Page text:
Film Review: If You Build It

A duo of innovative designers teaches high-school students how to use design to build up their poor, rural community.

There’s the buoyant optimism and sleek problem-solving in a TED talk, and then there’s the reality. If You Build It focuses on a year-long project to teach high-schoolers the fundamentals of design with the aim of building up their declining rural community of Bertie County in North Carolina.

The opening snippets of the doc include clips of the project’s creator, Emily Pilloton, onstage at a TED conference (the virally successful nonprofit devoted to “ideas worth spreading”). She confidently inspires the audience with tales of how design can empower the disadvantaged and make their lives better. The reality is messier, more political, and fraught with challenges.

If You Build It takes a straightforward look at the efforts of the designers and kids in Studio H, a program for high-school students to gain hands-on design experience that will help them and their communities. At the lead are working and romantic partners Emily Pilloton and Matthew Miller. Together, they teach a group of ten kids, some of whom already possess the kind of scrappiness and know-how you get from helping your parents with their farm or construction business.

The Studio H curriculum starts the school year with simple projects, designed to build skills and fill the kids with a sense of wonder. Water purifiers are made from clay and cow pies. The students design their own, slickly painted cornhole consoles, a game played by throwing beanbags into holes in plywood boards. Then they start getting more creative. They build the most modern, creative chicken coops you’ve ever seen, filled with jagged angles that evoke Frank Gehry more than “This Old House.” Then it’s on to the main project: a home for a farmer’s market that will help fill a gap in fresh food and give small entrepreneurs a place to sell their wares.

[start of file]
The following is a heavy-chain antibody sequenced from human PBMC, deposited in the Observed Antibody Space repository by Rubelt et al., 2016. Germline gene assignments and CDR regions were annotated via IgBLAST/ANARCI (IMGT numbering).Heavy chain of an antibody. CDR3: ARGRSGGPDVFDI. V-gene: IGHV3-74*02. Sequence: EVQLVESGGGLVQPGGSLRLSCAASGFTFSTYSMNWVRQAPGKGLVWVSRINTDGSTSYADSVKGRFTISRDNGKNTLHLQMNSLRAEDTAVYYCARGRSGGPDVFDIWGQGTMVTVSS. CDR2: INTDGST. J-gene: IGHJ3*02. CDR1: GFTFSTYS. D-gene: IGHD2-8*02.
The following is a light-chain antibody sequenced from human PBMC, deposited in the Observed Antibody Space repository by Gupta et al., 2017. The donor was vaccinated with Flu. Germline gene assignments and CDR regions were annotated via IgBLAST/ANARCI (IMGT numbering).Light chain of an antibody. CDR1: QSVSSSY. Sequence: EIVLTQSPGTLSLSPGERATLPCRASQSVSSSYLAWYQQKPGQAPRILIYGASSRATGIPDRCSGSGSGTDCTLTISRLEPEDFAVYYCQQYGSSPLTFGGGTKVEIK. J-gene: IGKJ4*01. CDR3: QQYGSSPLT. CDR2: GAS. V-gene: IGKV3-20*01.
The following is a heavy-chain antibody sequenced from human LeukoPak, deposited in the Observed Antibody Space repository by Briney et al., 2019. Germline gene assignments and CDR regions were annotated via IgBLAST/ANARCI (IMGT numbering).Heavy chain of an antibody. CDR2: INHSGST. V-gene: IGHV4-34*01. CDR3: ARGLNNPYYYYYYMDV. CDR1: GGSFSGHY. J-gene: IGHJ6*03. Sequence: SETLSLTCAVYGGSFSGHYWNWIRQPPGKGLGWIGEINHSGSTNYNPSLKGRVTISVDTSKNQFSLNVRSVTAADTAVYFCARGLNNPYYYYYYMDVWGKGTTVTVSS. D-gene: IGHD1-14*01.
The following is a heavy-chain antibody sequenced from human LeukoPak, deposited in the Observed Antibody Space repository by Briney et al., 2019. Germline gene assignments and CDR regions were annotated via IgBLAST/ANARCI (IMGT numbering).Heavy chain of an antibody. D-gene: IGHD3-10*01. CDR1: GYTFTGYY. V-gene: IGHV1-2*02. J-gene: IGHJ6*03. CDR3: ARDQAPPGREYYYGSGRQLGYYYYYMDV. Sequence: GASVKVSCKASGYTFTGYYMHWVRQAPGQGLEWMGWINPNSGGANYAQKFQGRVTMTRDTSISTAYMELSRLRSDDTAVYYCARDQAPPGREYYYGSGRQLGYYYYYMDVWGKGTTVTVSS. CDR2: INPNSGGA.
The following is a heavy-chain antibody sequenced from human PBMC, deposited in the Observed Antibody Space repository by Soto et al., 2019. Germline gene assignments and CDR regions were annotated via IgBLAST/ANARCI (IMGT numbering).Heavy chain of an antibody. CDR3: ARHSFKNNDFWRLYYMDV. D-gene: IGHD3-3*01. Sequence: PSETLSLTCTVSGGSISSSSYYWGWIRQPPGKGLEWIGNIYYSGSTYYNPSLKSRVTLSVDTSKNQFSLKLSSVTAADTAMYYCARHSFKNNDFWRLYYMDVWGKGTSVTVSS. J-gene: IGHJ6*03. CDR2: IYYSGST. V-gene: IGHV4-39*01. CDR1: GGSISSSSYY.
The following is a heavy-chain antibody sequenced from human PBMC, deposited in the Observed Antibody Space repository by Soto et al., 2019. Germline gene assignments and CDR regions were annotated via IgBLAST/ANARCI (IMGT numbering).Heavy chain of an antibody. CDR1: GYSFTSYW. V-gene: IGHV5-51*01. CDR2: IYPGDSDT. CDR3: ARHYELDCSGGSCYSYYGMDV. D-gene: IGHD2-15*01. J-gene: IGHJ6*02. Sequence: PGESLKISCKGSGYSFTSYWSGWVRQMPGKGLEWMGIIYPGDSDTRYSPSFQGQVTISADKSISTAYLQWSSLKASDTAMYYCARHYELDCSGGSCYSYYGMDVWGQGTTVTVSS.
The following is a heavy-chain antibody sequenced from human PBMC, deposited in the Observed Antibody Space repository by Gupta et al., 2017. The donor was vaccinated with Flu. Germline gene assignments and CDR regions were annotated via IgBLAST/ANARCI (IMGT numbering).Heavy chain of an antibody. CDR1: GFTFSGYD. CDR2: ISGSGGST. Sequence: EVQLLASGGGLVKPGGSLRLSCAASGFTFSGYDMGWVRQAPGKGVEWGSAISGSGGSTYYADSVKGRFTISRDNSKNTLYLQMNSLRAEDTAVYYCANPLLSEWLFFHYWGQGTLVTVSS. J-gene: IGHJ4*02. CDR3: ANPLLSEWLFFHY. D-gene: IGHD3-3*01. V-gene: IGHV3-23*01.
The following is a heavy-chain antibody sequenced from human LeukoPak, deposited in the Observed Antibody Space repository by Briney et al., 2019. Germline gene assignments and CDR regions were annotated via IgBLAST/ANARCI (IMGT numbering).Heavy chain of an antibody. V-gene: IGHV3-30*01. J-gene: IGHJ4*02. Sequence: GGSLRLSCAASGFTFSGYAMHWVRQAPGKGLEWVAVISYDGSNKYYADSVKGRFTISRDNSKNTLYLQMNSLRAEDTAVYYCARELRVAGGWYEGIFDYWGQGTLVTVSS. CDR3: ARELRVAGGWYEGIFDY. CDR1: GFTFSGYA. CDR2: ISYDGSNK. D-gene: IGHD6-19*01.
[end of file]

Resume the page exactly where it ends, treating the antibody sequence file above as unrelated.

Emily and Matthew are all too aware that design is not a cure-all. For design to succeed, items must also be used, which involves taking into account the political and cultural nuances of a community. They’re already in unwelcome waters. The superintendent who hired them is ousted by the school board at the beginning of the year, and their salaries are withdrawn. They work for free, using $150,000 in foundation grants to help fund the projects and keep Studio H afloat. Matthew is coming off a failed project in Detroit, where he built a cheap house which he gave to a woman for free. She in turn refused to pay the utilities and insurance to maintain the residence. After her eviction, the house was ransacked and ruined. The duo intends the farmer’s market to be the opposite of that—a project that’s welcomed and embraced by the locals, built by their children and maintained by the community.

More informative than emotional, the documentary catches some of the angst involved in such an undertaking, but always appears to be engaging with the subjects at a respectful arm’s length. Candid, unguarded moments occur with just enough frequency that you wish there were more of them. That distance separates If You Build It from documentaries like the crowd-pleasing Spellbound, where it’s easy for audiences to become completely invested in the goals of its protagonists. Still, the feature has value for raising awareness of Studio H’s efforts. In showing the victories and pitfalls of such an undertaking, it provides ample instructional value to would-be visionaries intent on changing the world.